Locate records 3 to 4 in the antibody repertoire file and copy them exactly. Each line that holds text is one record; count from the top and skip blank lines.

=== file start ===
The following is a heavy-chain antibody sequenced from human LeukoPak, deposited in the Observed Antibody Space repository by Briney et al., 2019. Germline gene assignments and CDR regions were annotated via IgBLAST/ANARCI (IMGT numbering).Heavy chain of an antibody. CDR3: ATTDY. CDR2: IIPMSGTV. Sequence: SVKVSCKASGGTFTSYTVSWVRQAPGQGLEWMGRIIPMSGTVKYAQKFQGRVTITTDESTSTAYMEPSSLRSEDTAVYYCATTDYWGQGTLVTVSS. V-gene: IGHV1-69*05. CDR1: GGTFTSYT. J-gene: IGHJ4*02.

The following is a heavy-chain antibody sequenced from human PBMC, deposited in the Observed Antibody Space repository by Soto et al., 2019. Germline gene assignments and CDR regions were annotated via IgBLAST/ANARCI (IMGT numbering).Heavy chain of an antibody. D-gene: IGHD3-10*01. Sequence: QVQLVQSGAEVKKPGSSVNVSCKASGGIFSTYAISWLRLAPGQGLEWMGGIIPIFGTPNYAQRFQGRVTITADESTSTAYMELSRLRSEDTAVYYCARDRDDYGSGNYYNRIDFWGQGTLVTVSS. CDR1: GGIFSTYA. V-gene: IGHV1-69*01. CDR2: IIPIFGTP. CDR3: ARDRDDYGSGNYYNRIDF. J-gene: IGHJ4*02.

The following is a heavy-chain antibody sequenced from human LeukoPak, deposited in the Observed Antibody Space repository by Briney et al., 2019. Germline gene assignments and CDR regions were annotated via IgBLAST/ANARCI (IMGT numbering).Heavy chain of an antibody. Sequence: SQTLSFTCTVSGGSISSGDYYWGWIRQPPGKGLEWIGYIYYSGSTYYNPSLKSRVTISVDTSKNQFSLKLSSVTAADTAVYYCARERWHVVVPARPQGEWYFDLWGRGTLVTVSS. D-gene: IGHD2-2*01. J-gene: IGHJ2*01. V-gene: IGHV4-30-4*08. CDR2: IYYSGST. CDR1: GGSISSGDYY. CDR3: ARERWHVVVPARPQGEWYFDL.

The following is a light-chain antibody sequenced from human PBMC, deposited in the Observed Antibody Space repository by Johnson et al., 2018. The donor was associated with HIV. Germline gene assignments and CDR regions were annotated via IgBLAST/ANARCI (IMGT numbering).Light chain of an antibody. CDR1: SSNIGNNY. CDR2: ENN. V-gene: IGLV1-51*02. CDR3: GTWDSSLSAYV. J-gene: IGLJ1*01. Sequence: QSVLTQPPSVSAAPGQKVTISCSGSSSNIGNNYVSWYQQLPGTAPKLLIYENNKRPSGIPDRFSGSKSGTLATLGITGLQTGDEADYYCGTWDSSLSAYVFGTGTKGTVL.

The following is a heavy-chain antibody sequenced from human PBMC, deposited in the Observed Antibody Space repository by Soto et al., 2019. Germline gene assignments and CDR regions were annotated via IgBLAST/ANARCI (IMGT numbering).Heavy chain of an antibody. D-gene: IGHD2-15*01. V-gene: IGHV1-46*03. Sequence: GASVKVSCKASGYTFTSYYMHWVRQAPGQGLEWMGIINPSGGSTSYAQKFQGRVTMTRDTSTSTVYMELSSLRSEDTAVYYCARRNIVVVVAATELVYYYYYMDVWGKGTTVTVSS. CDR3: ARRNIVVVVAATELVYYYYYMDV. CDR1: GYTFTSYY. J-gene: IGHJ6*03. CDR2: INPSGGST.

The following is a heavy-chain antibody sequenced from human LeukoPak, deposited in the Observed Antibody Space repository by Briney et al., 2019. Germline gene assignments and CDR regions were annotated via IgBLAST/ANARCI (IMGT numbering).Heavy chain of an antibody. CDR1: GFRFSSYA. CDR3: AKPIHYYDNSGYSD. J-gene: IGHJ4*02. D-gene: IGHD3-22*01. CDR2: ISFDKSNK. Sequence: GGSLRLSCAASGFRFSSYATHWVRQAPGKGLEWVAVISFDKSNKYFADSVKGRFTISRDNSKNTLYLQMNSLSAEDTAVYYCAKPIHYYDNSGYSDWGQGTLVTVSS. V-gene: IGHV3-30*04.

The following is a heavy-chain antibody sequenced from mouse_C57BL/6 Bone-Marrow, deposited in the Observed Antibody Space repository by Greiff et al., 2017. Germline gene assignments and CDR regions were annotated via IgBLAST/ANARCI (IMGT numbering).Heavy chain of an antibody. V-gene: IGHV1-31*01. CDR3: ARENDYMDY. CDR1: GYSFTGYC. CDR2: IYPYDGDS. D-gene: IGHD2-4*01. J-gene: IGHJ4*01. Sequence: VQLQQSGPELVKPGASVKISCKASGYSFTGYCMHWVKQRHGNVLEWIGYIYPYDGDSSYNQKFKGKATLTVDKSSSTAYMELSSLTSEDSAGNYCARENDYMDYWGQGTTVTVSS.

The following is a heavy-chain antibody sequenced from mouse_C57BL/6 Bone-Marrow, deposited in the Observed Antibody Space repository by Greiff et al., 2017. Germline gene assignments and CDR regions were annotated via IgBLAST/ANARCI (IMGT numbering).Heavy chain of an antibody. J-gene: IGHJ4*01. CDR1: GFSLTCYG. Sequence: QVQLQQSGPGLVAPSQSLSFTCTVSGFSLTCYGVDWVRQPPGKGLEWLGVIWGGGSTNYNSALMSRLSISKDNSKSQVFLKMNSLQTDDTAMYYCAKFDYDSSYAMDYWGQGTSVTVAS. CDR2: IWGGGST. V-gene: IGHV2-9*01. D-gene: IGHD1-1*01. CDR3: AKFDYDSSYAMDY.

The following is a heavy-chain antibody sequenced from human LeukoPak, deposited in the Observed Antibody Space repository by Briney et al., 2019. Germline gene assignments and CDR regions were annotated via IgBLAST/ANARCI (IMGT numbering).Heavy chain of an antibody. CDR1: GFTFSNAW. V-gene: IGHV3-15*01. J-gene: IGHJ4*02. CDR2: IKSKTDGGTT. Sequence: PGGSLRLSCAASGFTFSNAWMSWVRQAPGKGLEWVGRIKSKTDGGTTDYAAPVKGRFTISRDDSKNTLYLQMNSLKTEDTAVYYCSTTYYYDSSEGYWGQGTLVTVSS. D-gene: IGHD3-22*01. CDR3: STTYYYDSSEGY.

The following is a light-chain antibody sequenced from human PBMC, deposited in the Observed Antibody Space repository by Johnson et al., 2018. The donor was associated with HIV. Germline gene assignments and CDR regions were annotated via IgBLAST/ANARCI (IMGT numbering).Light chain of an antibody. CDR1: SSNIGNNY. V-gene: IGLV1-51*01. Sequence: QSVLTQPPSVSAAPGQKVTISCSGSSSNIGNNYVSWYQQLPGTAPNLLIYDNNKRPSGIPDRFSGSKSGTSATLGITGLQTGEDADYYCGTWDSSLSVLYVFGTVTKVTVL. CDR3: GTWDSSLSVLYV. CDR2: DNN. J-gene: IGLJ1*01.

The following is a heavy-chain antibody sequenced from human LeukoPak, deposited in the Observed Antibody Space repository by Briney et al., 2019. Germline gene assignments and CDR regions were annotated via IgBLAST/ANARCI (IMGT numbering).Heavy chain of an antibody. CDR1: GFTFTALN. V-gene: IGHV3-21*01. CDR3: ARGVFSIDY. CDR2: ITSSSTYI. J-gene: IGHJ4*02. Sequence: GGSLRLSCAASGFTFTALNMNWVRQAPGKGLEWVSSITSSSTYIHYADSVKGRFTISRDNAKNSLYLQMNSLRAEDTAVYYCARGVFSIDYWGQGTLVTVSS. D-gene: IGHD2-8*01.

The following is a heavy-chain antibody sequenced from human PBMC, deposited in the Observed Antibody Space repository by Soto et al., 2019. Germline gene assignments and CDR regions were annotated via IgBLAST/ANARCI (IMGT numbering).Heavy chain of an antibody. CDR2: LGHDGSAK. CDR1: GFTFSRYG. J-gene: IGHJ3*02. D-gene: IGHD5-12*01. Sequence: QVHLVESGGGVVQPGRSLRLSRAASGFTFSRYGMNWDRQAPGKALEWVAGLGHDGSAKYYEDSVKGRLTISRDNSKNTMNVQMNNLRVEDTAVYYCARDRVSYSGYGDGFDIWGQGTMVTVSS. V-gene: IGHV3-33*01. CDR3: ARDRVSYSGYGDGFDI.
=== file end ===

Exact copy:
The following is a heavy-chain antibody sequenced from human LeukoPak, deposited in the Observed Antibody Space repository by Briney et al., 2019. Germline gene assignments and CDR regions were annotated via IgBLAST/ANARCI (IMGT numbering).Heavy chain of an antibody. Sequence: SQTLSFTCTVSGGSISSGDYYWGWIRQPPGKGLEWIGYIYYSGSTYYNPSLKSRVTISVDTSKNQFSLKLSSVTAADTAVYYCARERWHVVVPARPQGEWYFDLWGRGTLVTVSS. D-gene: IGHD2-2*01. J-gene: IGHJ2*01. V-gene: IGHV4-30-4*08. CDR2: IYYSGST. CDR1: GGSISSGDYY. CDR3: ARERWHVVVPARPQGEWYFDL.

The following is a light-chain antibody sequenced from human PBMC, deposited in the Observed Antibody Space repository by Johnson et al., 2018. The donor was associated with HIV. Germline gene assignments and CDR regions were annotated via IgBLAST/ANARCI (IMGT numbering).Light chain of an antibody. CDR1: SSNIGNNY. CDR2: ENN. V-gene: IGLV1-51*02. CDR3: GTWDSSLSAYV. J-gene: IGLJ1*01. Sequence: QSVLTQPPSVSAAPGQKVTISCSGSSSNIGNNYVSWYQQLPGTAPKLLIYENNKRPSGIPDRFSGSKSGTLATLGITGLQTGDEADYYCGTWDSSLSAYVFGTGTKGTVL.